Archive for March, 2014


Ulric Dahlgren as a captain

As today is the 150th anniversary of the inglorious end of Judson “Kil-Cavalry” Kilpatrick’s raid on Richmond, and with it the start of the Dahlgren Affair, I thought I would share my thoughts on the latter. Briefly, the Dahlgren Affair stems from the alleged discovery of documents on the corpse of Ulric Dahlgren, a Union cavalry colonel and the son of the Union admiral who invented the bottle-shaped Dahlgren gun.

The documents in question described orders for Kilpatrick’s troopers to burn Richmond and assassinate Jefferson Davis and other high officials.  Abraham Lincoln and the Army of the Potomac’s commander, George Meade, immediately denied any knowledge of the papers, and in the North they were immediately decried as forgeries. The matter of whether the papers were genuine, and if so who authorized either Kilpatrick or just Dahlgren to undertake such a savage operation, has remained a controversial subject to this very day.

The Case For Forgery
The case for forgery isn’t a bad one, although it suffers from a number of problems. Producing forged documents to incriminate the enemy is hardly the worst crime in the arsenal of a propagandist, and so many in Confederate governing circles had shown themselves capable of such skullduggery as to defy listing. The known chain of custody for the Dahlgren papers is a long one, so they could have been swapped or doctored at any point and by most anyone.

The Case For Legitimacy

The fanciful depiction of Kilpatrick’s Raid in Harper’s Weekly

Against this, it must be noted that many contemporaries on the Union side testified to seeing the documents, although there is some dispute over what they originally said. Kilpatrick himself said he saw them, but claimed the Confederates added a forged assassination order. Officers in Dahlgren’s company from the Bureau of Military Information also claim to have seen the papers.

Finally, the most suspicious part of the entire Dahlgren Affair is what happened to the original papers and all lithographic and photographic copies made of them. U.S. Secretary of War Edwin Stanton ordered them all collected for his office in 1865, at which point they disappeared. Presumably, Stanton destroyed them.

My Take
In my mind, the Dahlgren case begins with Judson Kilpatrick, the man the author and leader of the raid. “Kil-Cavalry” was a narcissist and politically ambitious, and I wouldn’t put it past him to past such a miscreant to gleefully participate in a scheme involving assassination and putting an entire city indiscriminately to the torch if he thought it would benefit him. I also find it highly unlikely that orders like those would be issued to Dahlgren alone, who could hardly carry them out without at least the passive cooperation of his superior officer, Kilpatrick.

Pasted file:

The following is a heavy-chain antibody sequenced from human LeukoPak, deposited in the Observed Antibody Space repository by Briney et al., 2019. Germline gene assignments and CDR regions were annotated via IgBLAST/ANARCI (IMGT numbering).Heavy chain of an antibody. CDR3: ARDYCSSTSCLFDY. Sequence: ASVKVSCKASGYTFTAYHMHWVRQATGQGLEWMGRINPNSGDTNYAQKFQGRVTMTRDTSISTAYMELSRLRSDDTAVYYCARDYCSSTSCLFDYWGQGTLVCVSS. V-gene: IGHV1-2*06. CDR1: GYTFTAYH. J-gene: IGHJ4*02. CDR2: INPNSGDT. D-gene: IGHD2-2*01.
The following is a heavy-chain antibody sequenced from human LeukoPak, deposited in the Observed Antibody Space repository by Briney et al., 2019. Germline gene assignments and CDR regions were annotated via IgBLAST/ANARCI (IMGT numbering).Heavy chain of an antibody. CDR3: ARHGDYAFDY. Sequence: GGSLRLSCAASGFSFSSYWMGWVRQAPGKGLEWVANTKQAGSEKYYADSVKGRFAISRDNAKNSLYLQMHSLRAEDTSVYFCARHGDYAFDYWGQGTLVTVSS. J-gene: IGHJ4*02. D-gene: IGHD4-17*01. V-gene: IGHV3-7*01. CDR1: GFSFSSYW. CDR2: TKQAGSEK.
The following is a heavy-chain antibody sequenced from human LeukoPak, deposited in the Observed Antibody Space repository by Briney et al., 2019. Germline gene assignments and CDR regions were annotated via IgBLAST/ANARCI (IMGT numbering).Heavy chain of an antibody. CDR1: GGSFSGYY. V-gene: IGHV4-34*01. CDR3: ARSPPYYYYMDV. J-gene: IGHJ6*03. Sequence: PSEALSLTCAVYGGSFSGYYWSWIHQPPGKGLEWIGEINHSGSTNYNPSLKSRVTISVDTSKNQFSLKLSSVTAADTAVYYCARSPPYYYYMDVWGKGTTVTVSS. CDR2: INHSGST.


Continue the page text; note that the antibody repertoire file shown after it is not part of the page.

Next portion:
Edwin Stanton, the likely author of Dahlgren’s (and Kilpatrick’s) orders

Even George Meade, Kilpatrick’s superior, thought it there was something to the Dahlgren papers and that it was very likely that Kilpatrick, with his low character, was involved. While he was dismissing the documents as forged in public, he privately shared his doubts about the matter in letters to his wife.

I also wouldn’t put such a scheme past Edwin Stanton, who clearly implicated himself by destroying the relevant documents. I do not believe for a second that Kilpatrick and Dahlgren would have forged their own false orders, because to do so would serve no purpose. If they returned to camp having committed atrocious, nefarious war crimes, producing obviously fake orders would hardly shield them if the infamy attached to their actions came to outweigh any acclaim they might have thereby won.

Kilpatrick was something of a buffoon, but he wasn’t stupid, and I doubt he would have gone so far out on a limb without some kind of cover. My belief is that Stanton, acting on his own, told Kilpatrick to destroy Richmond and kill Confederate leaders if practicable. Dahlgren’s infamous orders came from Stanton’s office.